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That's 'Sir Xander Bogaerts' to you!

David Brown
Big League Stew
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(AP, BLS Illustration)

FORT MYERS, Fla. — As a native of Aruba, an island in the Caribbean Sea near Venezuela's coast, Boston Red Sox shortstop Xander Bogaerts also is a subject of the Kingdom of the Netherlands. Bogaerts is the fifth major leaguer from Aruba, following the path of Sidney Ponson, Calvin Maduro, Gene Kingsale and Radhames Dykhoff. So proud of its ballplayers was the Kingdom that Ponson, Maduro and Kingsale were decorated with an Order of Orange-Nassau, in the grade of Knight, in 2003.

Bogaerts already has won a World Series with the Red Sox. Imagine: If he can establish himself in the majors this season at age 21, Bogaerts is a good bet to become Sir Xander Jan Bogaerts.

"I already am knighted," Bogaerts said at Red Sox camp Monday.

Bow your heads!

"In 2011, we came out champs of the Baseball World Cup — the Netherlands did — so we all were knighted, even the coaches," Bogaerts said. "Yeah, it was sick."

Bogaerts was knighted by the governor of Aruba in 2011, and when the new king and queen of the Netherlands visited his island this past year, they invited him to meet with them.

"A big honor," to meet King Willem-Alexander and Queen Máxima, Bogaerts said.

How does it feel, being the only known knight active in the majors? And, was he given a sword?

"No, no sword. I haven’t even read all of the stuff that goes with it," Bogaerts said. "I know I got a pin. The Order of Orange-Nassau. And if you get knighted, you go down in a book with all of the other knights. It’s special."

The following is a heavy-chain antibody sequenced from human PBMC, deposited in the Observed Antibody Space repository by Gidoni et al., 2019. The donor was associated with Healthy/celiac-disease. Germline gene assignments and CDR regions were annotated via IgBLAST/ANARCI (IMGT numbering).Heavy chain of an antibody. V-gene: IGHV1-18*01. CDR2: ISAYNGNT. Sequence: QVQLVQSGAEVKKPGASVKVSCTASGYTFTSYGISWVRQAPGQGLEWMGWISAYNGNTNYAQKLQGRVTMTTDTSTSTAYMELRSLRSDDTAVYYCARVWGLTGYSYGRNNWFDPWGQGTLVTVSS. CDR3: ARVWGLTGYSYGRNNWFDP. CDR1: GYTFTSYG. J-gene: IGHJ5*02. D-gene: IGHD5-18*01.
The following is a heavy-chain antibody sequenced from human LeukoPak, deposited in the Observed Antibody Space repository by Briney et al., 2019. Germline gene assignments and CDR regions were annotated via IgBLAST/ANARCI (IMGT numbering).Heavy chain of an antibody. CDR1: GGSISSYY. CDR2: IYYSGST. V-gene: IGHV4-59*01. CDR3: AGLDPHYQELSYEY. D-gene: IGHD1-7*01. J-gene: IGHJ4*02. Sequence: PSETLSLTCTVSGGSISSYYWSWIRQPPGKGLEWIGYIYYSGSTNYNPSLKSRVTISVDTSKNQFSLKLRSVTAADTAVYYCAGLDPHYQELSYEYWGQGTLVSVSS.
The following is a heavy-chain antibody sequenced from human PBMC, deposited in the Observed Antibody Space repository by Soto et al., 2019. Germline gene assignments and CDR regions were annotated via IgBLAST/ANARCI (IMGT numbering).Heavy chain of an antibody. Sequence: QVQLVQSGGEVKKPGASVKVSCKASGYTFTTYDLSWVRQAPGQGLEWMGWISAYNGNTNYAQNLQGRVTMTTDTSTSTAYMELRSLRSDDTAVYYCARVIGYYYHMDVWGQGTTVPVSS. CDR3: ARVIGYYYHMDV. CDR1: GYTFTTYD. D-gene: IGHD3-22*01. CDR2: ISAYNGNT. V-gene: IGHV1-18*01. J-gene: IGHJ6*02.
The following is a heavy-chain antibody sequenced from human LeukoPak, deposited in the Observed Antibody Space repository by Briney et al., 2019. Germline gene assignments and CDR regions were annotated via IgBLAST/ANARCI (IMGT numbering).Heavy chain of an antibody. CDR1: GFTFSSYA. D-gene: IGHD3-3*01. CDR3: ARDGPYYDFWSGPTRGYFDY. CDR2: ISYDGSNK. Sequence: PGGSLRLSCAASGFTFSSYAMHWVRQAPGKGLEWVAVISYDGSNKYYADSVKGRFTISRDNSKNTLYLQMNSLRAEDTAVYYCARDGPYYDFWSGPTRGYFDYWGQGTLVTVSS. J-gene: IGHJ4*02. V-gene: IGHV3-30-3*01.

Does the honor come with any special powers or authority, perhaps to arrest, or to commandeer a horse at any time?

"I haven’t used my special powers yet," Bogaerts said with a chuckle. "Nah, I don’t know. I’ll have to see about that one."

A World Series champion and a knight. This is bound to make baseball in Aruba — where soccer is No. 1 — more popular with the kids. Baseball already has a big following, though.

"A lot of kids play it — I was definitely one of them," Bogaerts said. "With me reaching the majors, hopefully a lot more guys are going to have that spirit to want to be a major league player. Hopefully I’m a good example."

Bogaerts' development into one of the top prospects in the majors has come quickly, despite him not playing all that much organized baseball growing up.

"I only played on the weekends, actually," Bogaerts said. "Not until I signed did it become something I did every day. If I played during the week, it was for one day. And then, weekends I’d play one or two games. That’s it."

The Red Sox picked up on Xander Bogaerts after scouting his brother, Jair Bogaerts, a fraternal twin older by 1 minute.

"I knew I had a lot of scouts," Bogaerts said. "All I wanted was an opportunity."

After playing third base at the end of the season and excelling in the playoffs in 2013, Bogaerts is getting the opportunity to play shortstop this season. Red Sox manager John Farrell told him not to worry about taking grounders at third base during spring training — which might have been to bolster the confidence of Will Middlebrooks as much as anything. But it also clears the way for Bogaerts to become Boston's next great player.

And its first knight.

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David Brown edits Big League Stew on Yahoo Sports. Have a tip? Email him at rdbrown@yahoo-inc.comand follow him on Twitter!

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